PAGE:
Procrastinators Unite… Eventually!

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We’re all taught at an early age to “Never put off until tomorrow that which can be done today.” In general, that is wise advice. However there are some cases where you do want to wait until the last possible moment to do (or not do) something. In fact, that is one of the overall tenets of  Agile Programming; delay decisions until the last possible moment because you always know more about a problem tomorrow than you do today and can make a better, more informed decision. But, I digress. I’m not here to talk about philosophies of life, or to introduce another “agile methodology” or even about a new weight loss plan based on bacon, lard and cheese puffs.

How many of you have written this same bit of boilerplate code or something similar over and over again?

if OSVersion >= 5.0 then
Module = LoadLibrary('kernel32.dll');
if Module <> 0 then
Proc := GetProcAddress(Module, 'APICall');
if Assigned(Proc) then
Proc(Param1, Param2);
end else
{ gracefully fallback }


What if you could just do this?

if OSVersion >= 5.0 then
APICall(Param1, Param2);
{ gracefully fallback }


The astute among you would immediately see that with previous Delphi releases, the second form, while certainly preferable, at some point the call to “APICall” would eventually have to effectively go through some bit of code similar to the first bit of code. Normally, you would declare an external API reference like this:

procedure APICall(Param1, Param2: Integer); stdcall; external 'kernel32.dll' name 'APICall';

That will cause the linker to emit a external reference into the executable binary that is resolved at load time. Therein lies the problem. That is the situation that the first bit of code above was designed to avoid. If APICall didn’t existing in ‘kernel32.dll’ at load time, the whole application would fail to load. Game over. Thanks for playing. Now, what if you could write code similar the second block of code above and still declare your external API calls in a manner similar to above?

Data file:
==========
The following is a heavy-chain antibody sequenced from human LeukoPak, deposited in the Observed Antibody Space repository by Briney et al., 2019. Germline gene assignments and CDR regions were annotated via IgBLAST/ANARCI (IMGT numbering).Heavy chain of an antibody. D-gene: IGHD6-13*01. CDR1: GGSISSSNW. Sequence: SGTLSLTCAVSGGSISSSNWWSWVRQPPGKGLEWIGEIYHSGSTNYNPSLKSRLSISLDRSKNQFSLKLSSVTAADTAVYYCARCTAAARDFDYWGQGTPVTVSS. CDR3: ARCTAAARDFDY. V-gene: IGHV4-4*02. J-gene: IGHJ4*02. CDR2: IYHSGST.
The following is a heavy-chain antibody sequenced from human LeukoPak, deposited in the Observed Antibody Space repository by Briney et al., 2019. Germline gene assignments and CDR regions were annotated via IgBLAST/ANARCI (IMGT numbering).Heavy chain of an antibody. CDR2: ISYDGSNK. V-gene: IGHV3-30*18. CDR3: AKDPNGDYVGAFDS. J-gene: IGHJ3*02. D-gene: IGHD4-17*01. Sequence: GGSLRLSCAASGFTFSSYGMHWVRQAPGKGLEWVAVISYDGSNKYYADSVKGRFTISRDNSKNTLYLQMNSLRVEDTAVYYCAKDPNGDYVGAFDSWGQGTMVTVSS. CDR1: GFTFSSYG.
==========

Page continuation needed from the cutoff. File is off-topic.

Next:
Starting with Delphi 2010, you can do exactly the scenario I describe. To make the second code block work even if “APICall” isn’t available on the version of the OS on which your application is currently running, we’ve introduced a new directive to be used only in the above context, delayed;

procedure APICall(Param1, Param2: Integer); stdcall; external 'kernel32.dll' name 'APICall' delayed;

Simply put, by adding the delayed directive, that instructs the linker to generate the external API reference differently in the executable binary. Now Delphi’s RTL will take care of all that ugly “late-binding” boilerplate code for you. Rather than generating the import in the normal “Imports” section of the executable’s PE file, it is generated into the “Delayed Imports” section following the published PE spec. This also requires that the RTL now has a generic function that does the proper lookups and binds the API whenever it is called the first time. Subsequent calls are just as fast as a normal import.

This is different than similar functionality available in ILink32 from C++Builder wherein you can only specify an entire dll in which all references are delay loaded. Also, in C++ you cannot specify kernel32.dll or even ntdll.dll to be delay loaded, since the very startup of any application or dll requires them to already be loaded. In Delphi you can, since it is on an API-by-API basis. The intent of this feature was to make managing all the new APIs from Windows Vista and now Windows 7 much easier without having to continuously and manually write all the delay loaded boilerplate code. Throughout VCL, we can simply make runtime decisions on which APIs to call without always going through those manually coded “thunks.” They are now simply handled by the compiler/linker and the source code barely reveals the fact that something is late-bound.

In a future release, we are considering adding both the API-by-API capability to C++Builder and a way to specify an entire dll to be late-bound in Delphi.

Tags: CodeGear
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